City & Business: Laura Ashley follows the same old pattern

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The Independent Online
JIM MAXMIN, who was ousted last week as chief executive of Laura Ashley, once told me proudly how he had a special 'Bullshit' rubber stamp. This he fearlessly applied to deserving documents. It always seemed an ironic prospect. The documents most crying out for treatment were Mr Maxmin's own mission statements, management slogans, marketing guff and other jargon.

The Bullshit stamp could also be applied to virtually every optimistic prediction to come out of the retail group since its flotation in 1985. Time and again Laura Ashley has announced that the worst was over, only to stumble upon another skeleton in the wardrobe.

The pattern has become as distinctive as the group's much-loved floral frocks and furnishings. Last year it was a monumental cock-up in US computer systems. This year the UK stores started running out of stock on day three of the January sale. Last week came another poor set of results, another upset in the boardroom and another cautiously confident forecast for future trading.

The pathetic fact remains that shareholders, who paid 135p a share when the group came to the stock market in a massively hyped flotation nine years ago, have been repeatedly disappointed. The shares ended last week at 791 2 p.

It's been an everyday tale of success, hubris and nemesis. In 1953 the eponymous founder started making table mats and head scarves from her kitchen table on a Heath Robinson silk screen. Everything went swimmingly for the first two decades.

Disaster struck from the moment of going public, when Mrs Ashley died after falling downstairs. Ill-judged expansion overstretched the rather naive management, who had to oversee a higgledy-piggledy collection of factories as well as shop openings across the globe. Borrowings got out of control and losses rocketed. The Japanese retailer Aeon came to the rescue, injecting pounds 30m in 1990, and the group has limped along ever since.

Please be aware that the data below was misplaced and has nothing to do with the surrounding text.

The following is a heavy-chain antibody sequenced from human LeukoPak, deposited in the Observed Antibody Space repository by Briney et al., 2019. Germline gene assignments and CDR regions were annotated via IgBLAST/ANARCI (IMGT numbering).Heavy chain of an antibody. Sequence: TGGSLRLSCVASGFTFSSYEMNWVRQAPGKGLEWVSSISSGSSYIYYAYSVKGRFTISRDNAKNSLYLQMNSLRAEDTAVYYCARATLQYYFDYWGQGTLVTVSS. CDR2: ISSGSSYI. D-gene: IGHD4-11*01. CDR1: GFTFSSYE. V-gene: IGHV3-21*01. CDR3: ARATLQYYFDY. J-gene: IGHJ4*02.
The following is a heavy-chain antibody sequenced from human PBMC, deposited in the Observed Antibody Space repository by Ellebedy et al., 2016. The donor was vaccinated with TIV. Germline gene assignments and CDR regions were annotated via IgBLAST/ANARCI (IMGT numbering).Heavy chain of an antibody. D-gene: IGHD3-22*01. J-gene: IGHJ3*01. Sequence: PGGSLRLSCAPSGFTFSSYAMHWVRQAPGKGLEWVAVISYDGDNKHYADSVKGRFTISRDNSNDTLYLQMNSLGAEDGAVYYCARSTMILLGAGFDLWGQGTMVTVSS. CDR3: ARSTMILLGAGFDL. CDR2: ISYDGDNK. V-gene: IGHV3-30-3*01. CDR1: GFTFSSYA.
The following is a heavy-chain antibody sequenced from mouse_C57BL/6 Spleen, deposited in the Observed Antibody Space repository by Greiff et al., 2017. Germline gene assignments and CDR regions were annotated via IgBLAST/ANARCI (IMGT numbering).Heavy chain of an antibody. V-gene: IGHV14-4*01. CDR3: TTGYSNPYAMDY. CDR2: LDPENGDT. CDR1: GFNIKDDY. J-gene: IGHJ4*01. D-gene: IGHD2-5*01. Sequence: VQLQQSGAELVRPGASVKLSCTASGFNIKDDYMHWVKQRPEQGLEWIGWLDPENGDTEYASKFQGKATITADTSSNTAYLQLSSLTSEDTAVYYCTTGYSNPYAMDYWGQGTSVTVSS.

Corporate governance has been unorthodox, to say the least: not much evidence of Cadbury, but an awful lot of flake. In 1990/1 the group went without a chief executive for a breathtaking 13 months. Then, after Mr Maxmin was brought in, the chairman, Sir Bernard Ashley, Laura's widower and still a 32 per cent shareholder, went 11 months without attending a single board meeting.

Mr Maxmin, who was ousted on Tuesday because of an irreconcilable dispute with the rest of the board over the pace of investment, was none the less thought suitable to head a presentation to the City two days later. Bizarre.

The man now in charge as executive chairman is Hugh Blakeway Webb. A barrister and former partner with the accounting firm Deloitte Haskins & Sells, Mr Blakeway Webb has advised the Ashley family on their tax affairs since 1982 and has been closely associated with the company's management ever since, joining the board in 1990.

You might think this would be a very good reason for not putting him in sole charge now. But this is what has happened. Mr Blakeway Webb, who has never run even the smallest of whelk stalls, now heads a business with turnover of pounds 300m spread across 26 countries. And there are no immediate plans to appoint a new chief executive. It could only happen at Laura Ashley.

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